While at our home improvement store, I did manage to find 14 gauge galvanized wire (9-14 gauge is recommended).  I will be extending this wire at 2 heights between the posts as the primary supports for my red flame seedless table grape vine.  One height will be at 5′ and the other at 3′.  To secure the wire to the posts, I’ve ordered something called a wire vise from Orchard Valley Supply.  The wire is threaded through pre-drilled holes in the posts and then inserted into the wire vises.  Once the wire goes though, it cannot come back out, thus securing the wire very well.  The wire vises get screwed into the posts and the job is done.

The wire vises (top) were inserted into pre-drilled holes, the wire strung through and then screwed into the posts.

Once Upon a Seed


Main Plot

Top/Mid Left: pumpkins. Top Right: pole green beans. Mid Left: watermelon. Mid Bottom: bell peppers. Bottom Right: Yellow crook neck squash.

My veggie garden blog starts similar to a vegetable seed.  Today I planted my seed in rich, viable soil (WordPress blog) and now with careful attention I will tend to it and watch it grow.  Hopefully I can cultivate it to the point of producing delicious, nutritious blog entries which will motivate, inspire and educate fellow novice gardeners to produce their own backyard bounties.  I write to you about 5 weeks in to my first vegetable garden endeavor.  I have been so excited about what the last month has brought that I just had to spread the news.

FYI: All my seeds are planted directly in the ground.  I understand that this is a luxury of my place on the globe, but I’m performing tests of seed starting other ways.  More on that later.  The following is a list of what I have planted thus far:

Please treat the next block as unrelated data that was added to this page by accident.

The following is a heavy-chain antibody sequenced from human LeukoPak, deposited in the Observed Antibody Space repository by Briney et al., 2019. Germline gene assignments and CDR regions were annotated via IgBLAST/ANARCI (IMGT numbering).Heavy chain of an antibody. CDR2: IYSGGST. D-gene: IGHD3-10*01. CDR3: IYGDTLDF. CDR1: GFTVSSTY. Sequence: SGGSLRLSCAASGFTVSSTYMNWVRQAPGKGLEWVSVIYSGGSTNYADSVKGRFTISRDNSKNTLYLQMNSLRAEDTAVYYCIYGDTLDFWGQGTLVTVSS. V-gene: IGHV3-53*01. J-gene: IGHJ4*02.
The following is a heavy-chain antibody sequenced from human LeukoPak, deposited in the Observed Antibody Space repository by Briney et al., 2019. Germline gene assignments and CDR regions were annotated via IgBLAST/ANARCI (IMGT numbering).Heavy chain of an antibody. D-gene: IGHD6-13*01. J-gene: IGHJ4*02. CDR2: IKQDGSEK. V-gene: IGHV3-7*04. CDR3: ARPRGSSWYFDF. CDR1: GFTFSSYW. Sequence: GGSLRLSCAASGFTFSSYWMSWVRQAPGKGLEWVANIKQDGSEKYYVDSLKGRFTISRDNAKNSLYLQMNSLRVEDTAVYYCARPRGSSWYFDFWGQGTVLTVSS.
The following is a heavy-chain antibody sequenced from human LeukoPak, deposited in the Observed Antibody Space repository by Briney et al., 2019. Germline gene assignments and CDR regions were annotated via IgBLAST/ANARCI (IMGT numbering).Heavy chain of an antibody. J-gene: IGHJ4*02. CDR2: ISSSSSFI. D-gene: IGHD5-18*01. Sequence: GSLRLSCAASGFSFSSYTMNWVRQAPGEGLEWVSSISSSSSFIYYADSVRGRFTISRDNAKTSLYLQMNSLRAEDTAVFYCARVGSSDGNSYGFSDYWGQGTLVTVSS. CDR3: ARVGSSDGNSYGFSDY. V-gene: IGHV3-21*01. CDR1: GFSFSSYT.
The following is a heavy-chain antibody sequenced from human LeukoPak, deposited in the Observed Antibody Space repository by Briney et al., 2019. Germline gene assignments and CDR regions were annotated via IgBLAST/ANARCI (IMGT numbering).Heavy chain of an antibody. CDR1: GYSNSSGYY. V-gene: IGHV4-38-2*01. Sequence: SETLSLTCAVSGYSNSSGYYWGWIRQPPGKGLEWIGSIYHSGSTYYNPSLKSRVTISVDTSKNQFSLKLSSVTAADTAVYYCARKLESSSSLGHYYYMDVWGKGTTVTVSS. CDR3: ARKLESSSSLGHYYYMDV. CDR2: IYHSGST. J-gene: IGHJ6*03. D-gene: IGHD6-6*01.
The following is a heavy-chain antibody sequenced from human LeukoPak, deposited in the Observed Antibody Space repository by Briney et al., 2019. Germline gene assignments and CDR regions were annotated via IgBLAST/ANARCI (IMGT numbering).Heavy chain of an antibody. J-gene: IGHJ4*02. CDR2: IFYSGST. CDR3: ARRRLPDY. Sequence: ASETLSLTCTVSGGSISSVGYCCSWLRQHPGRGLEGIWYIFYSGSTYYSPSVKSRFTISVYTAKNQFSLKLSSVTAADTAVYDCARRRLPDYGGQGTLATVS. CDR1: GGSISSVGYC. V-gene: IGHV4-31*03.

Late June:

  1. Pumpkin (seed) – I was so “green” at this point that I didn’t write down the type of pumpkin and can’t recall.
  2. Watermelon (seed) – ditto above
  3. Cucumber (seed) – These did not germinate.  Not a one.

Mid July:

  1. 2 bell peppers – 1 red, 1 yellow.  (plant)
  2. 6 pack of yellow crookneck squash
  3. 6 pack of pole green beans
  4. 2 bush cherry tomato (plant).  Boy did I get these in JUST in time!  They say July 15 is the last plating date for procrastinators.

August 18:

  1. Spinach – Organic Bloomsdale long standing (seed)
  2. Carrot- Red Cored Chantenay (seed)
  3. Beet – Detroit Dark Red, Morse’s Strain (seed)

Since I’m new at this, I like to intermingle plants and seeds to see what works best for different veggies.  Important note: Keep track of the exact plan of your garden, including plant location and description (lesson learned on that one!) to help you in following seasons with what you liked/disliked and the success or lack there of of certain crops.  I don’t want to be wracking my brain in the seed isle next spring thinking, “which kind of beet did I have last year that was so yummy?”